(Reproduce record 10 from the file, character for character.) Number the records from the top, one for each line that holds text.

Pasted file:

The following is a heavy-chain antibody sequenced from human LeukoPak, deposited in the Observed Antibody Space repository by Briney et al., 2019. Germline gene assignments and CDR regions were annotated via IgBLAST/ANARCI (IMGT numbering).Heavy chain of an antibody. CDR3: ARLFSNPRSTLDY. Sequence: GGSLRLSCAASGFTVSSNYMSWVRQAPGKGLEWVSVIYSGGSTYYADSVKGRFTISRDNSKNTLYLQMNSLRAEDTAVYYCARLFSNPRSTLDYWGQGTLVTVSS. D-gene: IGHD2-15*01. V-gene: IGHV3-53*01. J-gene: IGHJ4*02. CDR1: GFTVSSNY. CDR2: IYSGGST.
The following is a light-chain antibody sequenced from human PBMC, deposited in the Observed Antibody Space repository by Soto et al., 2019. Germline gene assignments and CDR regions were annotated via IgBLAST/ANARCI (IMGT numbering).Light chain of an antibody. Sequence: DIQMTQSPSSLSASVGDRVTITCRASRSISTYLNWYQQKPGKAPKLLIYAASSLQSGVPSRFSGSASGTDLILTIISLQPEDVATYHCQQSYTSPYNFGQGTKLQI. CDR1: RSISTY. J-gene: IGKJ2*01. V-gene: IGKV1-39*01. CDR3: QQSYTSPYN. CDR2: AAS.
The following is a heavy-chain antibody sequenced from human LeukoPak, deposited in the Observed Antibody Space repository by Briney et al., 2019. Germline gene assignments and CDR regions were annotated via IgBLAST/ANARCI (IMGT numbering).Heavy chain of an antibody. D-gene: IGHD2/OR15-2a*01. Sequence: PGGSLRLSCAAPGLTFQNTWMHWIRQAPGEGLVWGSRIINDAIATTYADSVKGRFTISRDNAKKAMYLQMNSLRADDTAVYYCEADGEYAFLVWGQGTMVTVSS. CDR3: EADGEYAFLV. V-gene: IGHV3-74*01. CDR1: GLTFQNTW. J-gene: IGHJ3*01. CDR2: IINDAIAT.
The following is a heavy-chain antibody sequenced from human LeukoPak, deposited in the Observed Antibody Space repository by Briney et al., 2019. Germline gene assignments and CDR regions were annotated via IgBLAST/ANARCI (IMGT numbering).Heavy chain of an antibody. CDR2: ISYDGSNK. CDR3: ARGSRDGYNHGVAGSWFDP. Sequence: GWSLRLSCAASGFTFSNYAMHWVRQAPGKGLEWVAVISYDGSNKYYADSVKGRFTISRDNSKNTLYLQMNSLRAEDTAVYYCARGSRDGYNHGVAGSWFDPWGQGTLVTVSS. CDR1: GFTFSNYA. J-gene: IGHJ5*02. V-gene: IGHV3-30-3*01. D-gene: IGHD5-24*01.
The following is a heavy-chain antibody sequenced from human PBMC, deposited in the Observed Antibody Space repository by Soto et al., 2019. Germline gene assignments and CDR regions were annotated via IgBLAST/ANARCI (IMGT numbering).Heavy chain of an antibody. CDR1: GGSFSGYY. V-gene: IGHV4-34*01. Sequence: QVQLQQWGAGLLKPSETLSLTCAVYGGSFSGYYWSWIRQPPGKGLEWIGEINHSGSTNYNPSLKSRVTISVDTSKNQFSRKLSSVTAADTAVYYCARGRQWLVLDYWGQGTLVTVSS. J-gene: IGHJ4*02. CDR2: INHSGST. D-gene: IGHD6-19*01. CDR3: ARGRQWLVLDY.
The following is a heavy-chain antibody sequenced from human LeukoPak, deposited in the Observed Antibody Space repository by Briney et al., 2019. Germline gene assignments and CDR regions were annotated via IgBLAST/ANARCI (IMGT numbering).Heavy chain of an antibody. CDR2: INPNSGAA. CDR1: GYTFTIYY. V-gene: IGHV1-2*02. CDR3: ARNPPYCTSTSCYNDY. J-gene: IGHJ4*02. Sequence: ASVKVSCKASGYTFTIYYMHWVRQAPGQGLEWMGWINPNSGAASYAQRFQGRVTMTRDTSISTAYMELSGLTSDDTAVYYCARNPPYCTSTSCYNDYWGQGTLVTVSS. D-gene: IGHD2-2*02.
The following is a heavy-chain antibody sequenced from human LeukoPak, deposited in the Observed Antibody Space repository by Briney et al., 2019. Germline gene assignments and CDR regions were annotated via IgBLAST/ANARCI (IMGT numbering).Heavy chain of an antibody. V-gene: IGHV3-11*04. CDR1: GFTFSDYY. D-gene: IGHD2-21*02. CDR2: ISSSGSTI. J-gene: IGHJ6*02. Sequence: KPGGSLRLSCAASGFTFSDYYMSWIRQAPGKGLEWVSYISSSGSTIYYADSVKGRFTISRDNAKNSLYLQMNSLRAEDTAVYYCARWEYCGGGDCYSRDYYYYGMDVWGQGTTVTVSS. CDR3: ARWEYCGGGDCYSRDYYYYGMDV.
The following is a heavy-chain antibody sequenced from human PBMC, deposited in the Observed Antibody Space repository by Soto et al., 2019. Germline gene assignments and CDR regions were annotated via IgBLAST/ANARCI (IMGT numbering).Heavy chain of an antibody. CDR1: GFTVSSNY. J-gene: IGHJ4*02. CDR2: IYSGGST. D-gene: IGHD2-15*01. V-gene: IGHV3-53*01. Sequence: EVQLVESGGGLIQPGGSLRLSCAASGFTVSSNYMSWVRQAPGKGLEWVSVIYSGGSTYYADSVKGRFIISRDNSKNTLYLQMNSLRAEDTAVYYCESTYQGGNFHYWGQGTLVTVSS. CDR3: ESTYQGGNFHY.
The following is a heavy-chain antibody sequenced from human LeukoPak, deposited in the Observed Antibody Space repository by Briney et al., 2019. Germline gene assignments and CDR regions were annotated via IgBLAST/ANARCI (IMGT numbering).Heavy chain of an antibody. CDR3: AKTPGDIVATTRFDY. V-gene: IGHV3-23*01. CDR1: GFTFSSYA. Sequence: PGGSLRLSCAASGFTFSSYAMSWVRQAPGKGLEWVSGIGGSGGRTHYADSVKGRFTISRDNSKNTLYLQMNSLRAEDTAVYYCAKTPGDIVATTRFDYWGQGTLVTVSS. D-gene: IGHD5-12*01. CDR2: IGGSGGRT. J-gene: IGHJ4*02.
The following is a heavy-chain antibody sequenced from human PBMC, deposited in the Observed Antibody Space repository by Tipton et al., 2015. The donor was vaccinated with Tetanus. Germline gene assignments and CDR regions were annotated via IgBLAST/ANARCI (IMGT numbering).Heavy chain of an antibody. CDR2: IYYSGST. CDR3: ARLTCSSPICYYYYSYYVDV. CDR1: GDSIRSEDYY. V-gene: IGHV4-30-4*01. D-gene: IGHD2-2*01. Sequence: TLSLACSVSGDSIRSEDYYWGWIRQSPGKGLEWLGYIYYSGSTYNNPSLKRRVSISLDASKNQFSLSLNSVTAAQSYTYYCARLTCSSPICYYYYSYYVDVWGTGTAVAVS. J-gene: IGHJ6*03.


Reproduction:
The following is a heavy-chain antibody sequenced from human PBMC, deposited in the Observed Antibody Space repository by Tipton et al., 2015. The donor was vaccinated with Tetanus. Germline gene assignments and CDR regions were annotated via IgBLAST/ANARCI (IMGT numbering).Heavy chain of an antibody. CDR2: IYYSGST. CDR3: ARLTCSSPICYYYYSYYVDV. CDR1: GDSIRSEDYY. V-gene: IGHV4-30-4*01. D-gene: IGHD2-2*01. Sequence: TLSLACSVSGDSIRSEDYYWGWIRQSPGKGLEWLGYIYYSGSTYNNPSLKRRVSISLDASKNQFSLSLNSVTAAQSYTYYCARLTCSSPICYYYYSYYVDVWGTGTAVAVS. J-gene: IGHJ6*03.